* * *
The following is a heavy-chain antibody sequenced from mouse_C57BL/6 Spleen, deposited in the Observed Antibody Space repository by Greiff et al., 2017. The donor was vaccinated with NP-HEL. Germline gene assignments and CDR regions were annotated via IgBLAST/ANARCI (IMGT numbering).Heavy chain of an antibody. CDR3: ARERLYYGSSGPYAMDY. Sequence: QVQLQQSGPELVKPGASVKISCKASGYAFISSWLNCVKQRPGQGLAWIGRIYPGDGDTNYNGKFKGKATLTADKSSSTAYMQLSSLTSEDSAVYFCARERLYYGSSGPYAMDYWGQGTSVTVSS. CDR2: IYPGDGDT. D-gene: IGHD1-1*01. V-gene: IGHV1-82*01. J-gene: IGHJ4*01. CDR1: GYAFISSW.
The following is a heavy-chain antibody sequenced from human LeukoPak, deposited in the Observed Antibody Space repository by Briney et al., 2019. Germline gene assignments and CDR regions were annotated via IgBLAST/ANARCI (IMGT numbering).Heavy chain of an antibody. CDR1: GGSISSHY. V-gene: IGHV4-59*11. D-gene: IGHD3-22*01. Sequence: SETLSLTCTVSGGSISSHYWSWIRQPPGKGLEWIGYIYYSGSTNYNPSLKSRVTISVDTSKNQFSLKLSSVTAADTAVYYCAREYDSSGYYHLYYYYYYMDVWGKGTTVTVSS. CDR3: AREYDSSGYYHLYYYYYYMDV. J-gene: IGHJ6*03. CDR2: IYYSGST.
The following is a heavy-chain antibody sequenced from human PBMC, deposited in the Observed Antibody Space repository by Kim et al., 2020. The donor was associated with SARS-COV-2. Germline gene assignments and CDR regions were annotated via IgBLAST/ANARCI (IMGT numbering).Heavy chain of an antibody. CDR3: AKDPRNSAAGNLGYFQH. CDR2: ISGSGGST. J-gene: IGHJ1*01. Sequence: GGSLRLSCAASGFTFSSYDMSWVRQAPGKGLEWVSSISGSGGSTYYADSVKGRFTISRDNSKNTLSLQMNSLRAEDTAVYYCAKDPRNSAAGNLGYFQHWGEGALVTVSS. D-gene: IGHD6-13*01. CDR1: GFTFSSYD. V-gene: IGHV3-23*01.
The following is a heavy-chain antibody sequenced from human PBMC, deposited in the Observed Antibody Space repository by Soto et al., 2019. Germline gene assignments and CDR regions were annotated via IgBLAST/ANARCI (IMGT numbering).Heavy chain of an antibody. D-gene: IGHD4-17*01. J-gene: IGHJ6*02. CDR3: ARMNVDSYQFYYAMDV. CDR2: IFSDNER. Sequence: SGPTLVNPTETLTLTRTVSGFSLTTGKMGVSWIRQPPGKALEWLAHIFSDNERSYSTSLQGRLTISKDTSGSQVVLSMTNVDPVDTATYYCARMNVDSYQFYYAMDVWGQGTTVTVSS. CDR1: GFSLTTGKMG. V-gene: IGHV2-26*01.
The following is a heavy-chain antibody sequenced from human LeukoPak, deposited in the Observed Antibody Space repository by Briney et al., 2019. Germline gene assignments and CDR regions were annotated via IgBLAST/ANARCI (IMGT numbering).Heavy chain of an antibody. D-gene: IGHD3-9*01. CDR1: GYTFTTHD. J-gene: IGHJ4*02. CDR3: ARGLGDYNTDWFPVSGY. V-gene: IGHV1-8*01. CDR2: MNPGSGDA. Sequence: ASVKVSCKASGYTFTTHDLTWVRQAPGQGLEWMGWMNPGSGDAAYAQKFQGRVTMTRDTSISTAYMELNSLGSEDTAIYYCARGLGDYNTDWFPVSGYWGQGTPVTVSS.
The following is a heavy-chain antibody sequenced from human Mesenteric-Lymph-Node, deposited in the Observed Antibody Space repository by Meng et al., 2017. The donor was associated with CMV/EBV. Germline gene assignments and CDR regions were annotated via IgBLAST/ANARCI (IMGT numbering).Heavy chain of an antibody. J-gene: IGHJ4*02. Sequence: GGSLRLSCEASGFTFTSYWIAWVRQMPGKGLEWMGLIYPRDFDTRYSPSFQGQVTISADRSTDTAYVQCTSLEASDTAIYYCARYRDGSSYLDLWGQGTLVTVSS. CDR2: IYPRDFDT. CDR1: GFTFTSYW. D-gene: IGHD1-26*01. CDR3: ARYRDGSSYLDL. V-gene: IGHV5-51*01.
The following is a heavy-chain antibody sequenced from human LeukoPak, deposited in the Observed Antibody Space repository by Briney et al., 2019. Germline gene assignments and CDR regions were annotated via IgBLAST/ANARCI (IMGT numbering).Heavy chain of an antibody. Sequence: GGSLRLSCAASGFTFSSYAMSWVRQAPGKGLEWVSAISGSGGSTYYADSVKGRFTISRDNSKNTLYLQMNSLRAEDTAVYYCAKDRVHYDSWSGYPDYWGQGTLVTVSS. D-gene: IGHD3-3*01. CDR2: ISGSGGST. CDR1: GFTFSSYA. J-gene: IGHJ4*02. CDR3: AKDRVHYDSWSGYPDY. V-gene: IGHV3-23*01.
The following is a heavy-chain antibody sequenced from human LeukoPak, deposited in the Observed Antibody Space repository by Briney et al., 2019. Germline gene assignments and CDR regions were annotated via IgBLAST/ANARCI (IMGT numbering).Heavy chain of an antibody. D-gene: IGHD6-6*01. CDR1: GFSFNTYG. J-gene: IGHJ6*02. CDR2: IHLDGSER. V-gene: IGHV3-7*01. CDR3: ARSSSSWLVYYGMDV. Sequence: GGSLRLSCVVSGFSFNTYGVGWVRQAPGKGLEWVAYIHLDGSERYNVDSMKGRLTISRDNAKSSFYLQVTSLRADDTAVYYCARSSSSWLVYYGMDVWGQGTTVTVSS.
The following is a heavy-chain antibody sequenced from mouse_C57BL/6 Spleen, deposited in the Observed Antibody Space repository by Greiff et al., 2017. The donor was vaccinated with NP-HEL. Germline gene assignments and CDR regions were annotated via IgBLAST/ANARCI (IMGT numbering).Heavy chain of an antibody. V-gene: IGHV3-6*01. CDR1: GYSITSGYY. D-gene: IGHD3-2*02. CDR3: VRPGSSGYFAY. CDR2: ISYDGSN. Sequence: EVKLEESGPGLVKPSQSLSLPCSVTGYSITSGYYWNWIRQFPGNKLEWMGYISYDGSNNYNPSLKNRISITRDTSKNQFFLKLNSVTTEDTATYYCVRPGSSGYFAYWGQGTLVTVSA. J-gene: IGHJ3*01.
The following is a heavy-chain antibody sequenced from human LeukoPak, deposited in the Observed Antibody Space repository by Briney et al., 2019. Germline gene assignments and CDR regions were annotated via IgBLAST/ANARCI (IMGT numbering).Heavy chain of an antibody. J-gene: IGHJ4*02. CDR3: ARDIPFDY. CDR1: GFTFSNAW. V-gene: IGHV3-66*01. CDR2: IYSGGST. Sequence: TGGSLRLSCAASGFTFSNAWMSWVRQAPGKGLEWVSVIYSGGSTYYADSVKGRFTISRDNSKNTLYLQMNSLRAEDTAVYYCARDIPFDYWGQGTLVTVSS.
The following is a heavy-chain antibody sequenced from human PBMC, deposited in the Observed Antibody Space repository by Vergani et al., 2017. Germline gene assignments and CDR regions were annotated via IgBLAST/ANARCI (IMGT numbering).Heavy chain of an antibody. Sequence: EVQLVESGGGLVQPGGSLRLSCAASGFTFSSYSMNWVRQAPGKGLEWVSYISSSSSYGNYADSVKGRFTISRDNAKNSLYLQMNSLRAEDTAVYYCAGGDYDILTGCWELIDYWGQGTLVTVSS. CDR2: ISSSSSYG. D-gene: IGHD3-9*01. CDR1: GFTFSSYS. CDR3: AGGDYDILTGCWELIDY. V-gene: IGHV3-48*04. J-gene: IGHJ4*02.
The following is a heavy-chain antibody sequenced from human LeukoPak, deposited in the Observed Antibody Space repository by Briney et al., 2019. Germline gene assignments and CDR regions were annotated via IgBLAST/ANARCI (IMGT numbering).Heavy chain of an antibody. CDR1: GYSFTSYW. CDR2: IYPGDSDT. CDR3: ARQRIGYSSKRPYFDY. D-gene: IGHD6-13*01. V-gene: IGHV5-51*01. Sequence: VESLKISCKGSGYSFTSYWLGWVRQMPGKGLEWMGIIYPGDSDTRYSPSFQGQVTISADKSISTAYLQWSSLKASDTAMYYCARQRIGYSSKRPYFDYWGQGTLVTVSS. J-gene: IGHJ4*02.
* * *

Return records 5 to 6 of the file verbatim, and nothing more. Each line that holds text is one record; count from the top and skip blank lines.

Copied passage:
The following is a heavy-chain antibody sequenced from human LeukoPak, deposited in the Observed Antibody Space repository by Briney et al., 2019. Germline gene assignments and CDR regions were annotated via IgBLAST/ANARCI (IMGT numbering).Heavy chain of an antibody. D-gene: IGHD3-9*01. CDR1: GYTFTTHD. J-gene: IGHJ4*02. CDR3: ARGLGDYNTDWFPVSGY. V-gene: IGHV1-8*01. CDR2: MNPGSGDA. Sequence: ASVKVSCKASGYTFTTHDLTWVRQAPGQGLEWMGWMNPGSGDAAYAQKFQGRVTMTRDTSISTAYMELNSLGSEDTAIYYCARGLGDYNTDWFPVSGYWGQGTPVTVSS.
The following is a heavy-chain antibody sequenced from human Mesenteric-Lymph-Node, deposited in the Observed Antibody Space repository by Meng et al., 2017. The donor was associated with CMV/EBV. Germline gene assignments and CDR regions were annotated via IgBLAST/ANARCI (IMGT numbering).Heavy chain of an antibody. J-gene: IGHJ4*02. Sequence: GGSLRLSCEASGFTFTSYWIAWVRQMPGKGLEWMGLIYPRDFDTRYSPSFQGQVTISADRSTDTAYVQCTSLEASDTAIYYCARYRDGSSYLDLWGQGTLVTVSS. CDR2: IYPRDFDT. CDR1: GFTFTSYW. D-gene: IGHD1-26*01. CDR3: ARYRDGSSYLDL. V-gene: IGHV5-51*01.